GCAM v7.1 Documentation: Using Git with GCAM

Documentation for GCAM
The Global Change Analysis Model

View the Project on GitHub JGCRI/gcam-doc

Using Git with GCAM

Using Git with GCAM

Getting started with Git

GCAM uses the Git version control system to manage the source code and data associated with the model. Therefore, if you’re not already familiar with Git, the first step in getting started with developing for GCAM will be to learn to use it. Here are some resources for getting started with Git:

Git can be used entirely through text commands, but there are also graphical clients available, which provide a point and click interface, along with some visualization capabilities to help you understand how various branches relate to each other.

GCAM repositories

The dev team maintains two GCAM repositories, one internal and one public. The internal one is hosted on PNNL’s Bitbucket Server (accessible only from the PNNL intranet) and is only usable by PNNL staff. The second is hosted on GitHub and is open to anyone.

Both of these repositories serve as a place to distribute the released versions of GCAM and as a place to collect new development that is being considered for inclusion in a future release. The public repository will generally lag a bit behind the internal repository because the public repository contains only those releases which have been tested and approved for distribution, while the internal repository also has candidate releases and experimental features that have not been as thoroughly tested.

PNNL staff should use the internal server. Your project lead will be able to get you write access to the repository, and after that you can push your branch (q.v. creating branches) to the server and open a pull request (q.v. opening pull requests).

Outside users should use the GitHub repository. You will have read access to this repository, but you won’t be able to write to it. Instead, if you want to do development, use the fork button on GitHub to create your own copy of the repository. You will be able to create branches in your copy, and you will be able to open pull requests from your copy back to the main repository.

GCAM Git workflow

GCAM development uses the GitHub Flow workflow. This lightweight process allows us to keep feature developments synchronized, even when multiple development teams are working without active coordination. At the same time, the process is simple enough that it doesn’t add an inordinate amount of development to implement.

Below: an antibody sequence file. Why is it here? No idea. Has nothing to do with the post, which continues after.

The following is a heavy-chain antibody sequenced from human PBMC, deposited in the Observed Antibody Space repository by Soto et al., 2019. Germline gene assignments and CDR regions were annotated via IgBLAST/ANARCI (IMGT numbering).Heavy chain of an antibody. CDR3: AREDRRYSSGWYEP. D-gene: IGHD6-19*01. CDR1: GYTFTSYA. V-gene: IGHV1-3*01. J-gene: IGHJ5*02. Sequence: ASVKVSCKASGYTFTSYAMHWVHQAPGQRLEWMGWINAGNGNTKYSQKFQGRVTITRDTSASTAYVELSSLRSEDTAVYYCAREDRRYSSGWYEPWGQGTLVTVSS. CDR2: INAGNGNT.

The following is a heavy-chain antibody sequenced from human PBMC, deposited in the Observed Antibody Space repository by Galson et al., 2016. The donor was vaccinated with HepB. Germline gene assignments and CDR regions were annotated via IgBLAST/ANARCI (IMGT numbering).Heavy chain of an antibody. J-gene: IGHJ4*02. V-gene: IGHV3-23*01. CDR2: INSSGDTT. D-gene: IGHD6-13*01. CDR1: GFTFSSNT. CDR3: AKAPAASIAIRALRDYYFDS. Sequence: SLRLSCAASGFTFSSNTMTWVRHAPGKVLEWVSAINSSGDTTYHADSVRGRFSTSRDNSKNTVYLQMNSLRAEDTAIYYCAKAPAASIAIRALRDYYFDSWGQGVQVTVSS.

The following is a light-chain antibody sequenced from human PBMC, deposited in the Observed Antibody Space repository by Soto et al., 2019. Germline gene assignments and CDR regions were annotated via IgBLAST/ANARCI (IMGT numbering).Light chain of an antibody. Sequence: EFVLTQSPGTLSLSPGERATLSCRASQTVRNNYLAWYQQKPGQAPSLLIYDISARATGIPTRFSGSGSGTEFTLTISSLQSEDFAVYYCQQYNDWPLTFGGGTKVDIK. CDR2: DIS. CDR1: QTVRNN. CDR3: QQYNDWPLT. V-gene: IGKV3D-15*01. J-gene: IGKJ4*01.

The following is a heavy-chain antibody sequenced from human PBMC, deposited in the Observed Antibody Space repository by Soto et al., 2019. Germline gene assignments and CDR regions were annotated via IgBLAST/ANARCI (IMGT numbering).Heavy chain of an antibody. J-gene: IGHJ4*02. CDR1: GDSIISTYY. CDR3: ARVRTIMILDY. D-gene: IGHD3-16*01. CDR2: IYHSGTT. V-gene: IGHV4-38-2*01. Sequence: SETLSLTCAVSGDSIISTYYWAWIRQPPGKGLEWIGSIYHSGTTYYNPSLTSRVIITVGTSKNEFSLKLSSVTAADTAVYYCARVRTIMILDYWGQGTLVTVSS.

Creating branches

When you start to add a new feature, the first step is to create a new branch for your development. Generally, you should branch from the most recent release version of GCAM. This will usually be the most recent commit on the master branch. We have a lot of branches open on the GCAM repository at any given time, so it’s important to keep the branches organized. We use a hierarchical naming scheme with names in the following form:


The first part is a user identifier, so everyone knows whom to talk to if they have questions about the branch. For branches on Bitbucket, use your initials for this part. For branches on GitHub, use your GitHub username. The branch type is a descriptor indicating what the purpose of the branch is. The most common types are feature, for new features, and bugfix for fixing bugs. Other types include paper (changes to support a paper you’re writing), project (changes supporting a long-running project), or experimental (speculative development that may or may not eventually be adopted). The final component is a descriptive name that gives an idea of what kind of work you’re doing on the branch. You’ll have to type this fairly frequently, so don’t make it too long.

Opening pull requests

Once you’ve made some progress on your development, you will want to open a pull request. Notionally, a pull request is a proposal to merge changes from your branch into another branch (usually the master branch). However, opening a pull request also provides other developers with an opportunity to review your code and give feedback, so you don’t have to wait until your code is ready to go before you open one. Open a pull request as soon you have some progress to share. On GitHub, pull requests can be marked as drafts, indicating that they are not yet ready to merge. Bitbucket doesn’t have an equivalent feature, so if a pull request is not ready to merge, it’s a good idea to add the tag WIP (“work in progress”) to the description when you create it. Otherwise the process is similar between the two platforms.

Once you have opened the pull request, you will probably get some feedback from other developers. Push additional commits to your branch addressing the feedback or continuing the development, and they will automatically be added to the pull request. Eventually, when your development is complete, you should mark your pull request as ready to merge. Before the branch can be merged, you will have to write a change proposal (q.v. GCAM Review Process).

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